Rey falls in with BB8, a droid on a mission (R2D2 is to Luke Skywalker as BB8 is to Rey -- sort of). They are joined by a runaway ex-Stormtrooper, Finn. Rey and Finn become fast friends and the friendship is much more one of the love between brother and sister or two lonely people who have found kindred spirits. This is another of my favorite choices the Force Awakens authors made about Rey (and Finn, for that matter). She is capable of making friends with a young man rather the cliched romantic path (a la Padme and Anakin Skywalker -- can we say "Yuck" on that one?). In fact, as Rey and Finn run for their lives on Jakku from the New Order, Finn repeatedly attempts to take Rey's hand to pull her to safety. She rejects that as a character with her past would. She can handle herself. Would Han Solo grab Luke Skywalker's hand as they ran? Finn figures this out and later when running from danger they pull each other by the forearm as friends might.
Later, Finn and Rey meet up with Han Solo and Chewbacca (who, I argue, has the most beautiful hair in this film. Wookiee Roar!). If you are, like me, a big, big fan of the wookiee, or just a fan of the Han-Chewie relationship, you may also have been touched with the way Rey ends up stepping in as Chewie's pilot later in the film. That pilot seat is a big one to fill, so having a female in that role is quite an honor.
Super-likeable and human characters Rey and Finn are joined by another super-likeable character that the internet has been buzzing about -- Maz Kanata. Maz is a strong female -- wise from her 1000 plus years of life as a pirate. Maz is played via motion capture by actress Lupita Nyong'o and was styled after a favorite school teacher of J. J. Abrams. As such, she again takes on an authenticity of a person, not merely a woman assigned to stereotypical female roles. Her wisdom takes center stage as Maz comments, "I have lived long enough to see the same eyes in different people." And who can resist a woman who calls Chewbacca her "boyfriend"?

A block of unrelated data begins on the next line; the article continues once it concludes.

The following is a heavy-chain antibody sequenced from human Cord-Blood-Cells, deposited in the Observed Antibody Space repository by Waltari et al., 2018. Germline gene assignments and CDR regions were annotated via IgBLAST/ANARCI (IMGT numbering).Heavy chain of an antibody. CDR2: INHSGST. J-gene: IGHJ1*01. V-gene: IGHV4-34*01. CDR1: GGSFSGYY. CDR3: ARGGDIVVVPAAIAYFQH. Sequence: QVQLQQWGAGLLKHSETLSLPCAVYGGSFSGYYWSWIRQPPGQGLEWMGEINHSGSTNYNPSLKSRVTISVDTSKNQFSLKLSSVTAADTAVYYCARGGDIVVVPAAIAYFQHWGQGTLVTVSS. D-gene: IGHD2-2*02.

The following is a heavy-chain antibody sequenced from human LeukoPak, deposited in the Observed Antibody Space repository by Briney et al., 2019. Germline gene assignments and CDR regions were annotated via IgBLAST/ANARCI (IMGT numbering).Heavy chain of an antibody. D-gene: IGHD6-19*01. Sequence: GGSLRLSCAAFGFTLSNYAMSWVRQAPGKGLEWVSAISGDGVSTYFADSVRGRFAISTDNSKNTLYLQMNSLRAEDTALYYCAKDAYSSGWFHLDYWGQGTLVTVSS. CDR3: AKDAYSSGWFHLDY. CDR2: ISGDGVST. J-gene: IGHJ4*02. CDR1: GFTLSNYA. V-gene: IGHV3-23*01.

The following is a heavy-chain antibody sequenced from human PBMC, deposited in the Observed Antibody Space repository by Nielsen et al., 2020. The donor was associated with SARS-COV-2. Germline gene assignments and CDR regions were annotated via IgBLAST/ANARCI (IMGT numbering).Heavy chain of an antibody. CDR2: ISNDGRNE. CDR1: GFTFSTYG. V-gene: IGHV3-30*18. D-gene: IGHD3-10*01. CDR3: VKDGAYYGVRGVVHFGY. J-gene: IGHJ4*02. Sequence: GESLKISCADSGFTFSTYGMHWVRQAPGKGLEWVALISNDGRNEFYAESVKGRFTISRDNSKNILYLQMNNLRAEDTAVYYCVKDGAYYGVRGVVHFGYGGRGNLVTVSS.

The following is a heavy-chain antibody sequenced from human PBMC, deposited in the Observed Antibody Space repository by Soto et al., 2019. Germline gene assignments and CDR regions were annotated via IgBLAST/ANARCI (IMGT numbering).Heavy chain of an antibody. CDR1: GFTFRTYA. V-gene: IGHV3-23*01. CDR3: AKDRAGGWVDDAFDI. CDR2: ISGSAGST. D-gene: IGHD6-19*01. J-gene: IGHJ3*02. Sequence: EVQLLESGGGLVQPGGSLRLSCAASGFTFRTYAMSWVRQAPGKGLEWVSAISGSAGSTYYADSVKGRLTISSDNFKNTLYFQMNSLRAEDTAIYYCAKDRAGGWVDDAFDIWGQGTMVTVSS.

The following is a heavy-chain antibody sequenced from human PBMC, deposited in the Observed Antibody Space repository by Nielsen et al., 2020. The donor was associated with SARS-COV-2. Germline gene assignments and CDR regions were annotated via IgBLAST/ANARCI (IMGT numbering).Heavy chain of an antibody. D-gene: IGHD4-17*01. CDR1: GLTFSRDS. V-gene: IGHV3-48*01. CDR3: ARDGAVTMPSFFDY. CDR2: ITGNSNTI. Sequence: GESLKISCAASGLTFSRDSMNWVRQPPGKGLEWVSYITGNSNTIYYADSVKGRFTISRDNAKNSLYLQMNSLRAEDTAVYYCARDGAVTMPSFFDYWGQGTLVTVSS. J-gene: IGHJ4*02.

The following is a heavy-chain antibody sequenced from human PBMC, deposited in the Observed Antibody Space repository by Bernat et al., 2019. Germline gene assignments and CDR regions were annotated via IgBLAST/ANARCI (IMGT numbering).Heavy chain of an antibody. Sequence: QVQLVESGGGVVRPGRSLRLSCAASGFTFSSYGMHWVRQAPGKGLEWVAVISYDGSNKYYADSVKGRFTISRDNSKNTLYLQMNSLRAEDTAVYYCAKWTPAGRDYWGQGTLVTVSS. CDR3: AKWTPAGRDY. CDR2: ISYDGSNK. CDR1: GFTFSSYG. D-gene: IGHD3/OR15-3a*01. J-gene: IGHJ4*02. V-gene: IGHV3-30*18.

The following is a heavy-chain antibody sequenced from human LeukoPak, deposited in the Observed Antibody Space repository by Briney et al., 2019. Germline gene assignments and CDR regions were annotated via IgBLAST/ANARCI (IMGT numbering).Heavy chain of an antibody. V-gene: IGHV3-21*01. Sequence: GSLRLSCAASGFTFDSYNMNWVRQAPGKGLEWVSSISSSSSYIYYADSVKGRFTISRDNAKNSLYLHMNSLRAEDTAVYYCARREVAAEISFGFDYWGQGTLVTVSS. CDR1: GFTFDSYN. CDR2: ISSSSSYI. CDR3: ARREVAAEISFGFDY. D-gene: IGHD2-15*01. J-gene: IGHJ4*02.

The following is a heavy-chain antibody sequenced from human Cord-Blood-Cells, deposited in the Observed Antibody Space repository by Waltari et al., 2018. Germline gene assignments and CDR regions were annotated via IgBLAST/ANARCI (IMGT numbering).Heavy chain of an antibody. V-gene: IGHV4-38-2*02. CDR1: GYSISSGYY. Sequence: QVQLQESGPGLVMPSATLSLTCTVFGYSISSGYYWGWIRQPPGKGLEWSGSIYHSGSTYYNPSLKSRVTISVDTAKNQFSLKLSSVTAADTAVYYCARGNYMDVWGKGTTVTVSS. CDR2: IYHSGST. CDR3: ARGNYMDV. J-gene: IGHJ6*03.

Speaking of an authentic, non-steroetypical woman, I'd be remiss if I did not give a nod to actress Carrie Fisher and her portrayal of (ahem!) General Leia in this film. I do think the character was handled with grace in the film. But I'm giving more of a nod to Carrie Fisher than to Leia. In this era of transmedia, where we are aware of much more media about Star Wars than merely what's in the film, Carrie Fisher has added a touch of class in her own unique way to this awakening force in film. Many have seen Fisher's priceless interview in which she brought her crazy little doggie with his tongue hanging out to the set of ABC news. https://www.youtube.com/watch?v=Kh1t2MJDbrs What I love about this interview is how Fisher makes a zany and perhaps subtle commentary on the vision of women on the screen as she teases her swelt interviewer about her parents having good genes.
Fans without a sense of humor would be like a Jedi without a lightsaber. For my part, I love the women of the new era of Star Wars because of their authenticity and humanity. It does my heart good to see where J. J. Abrams took the women of Star Wars. I'm going to mark this as a red letter day in film history: Star Wars: Equality Awakens.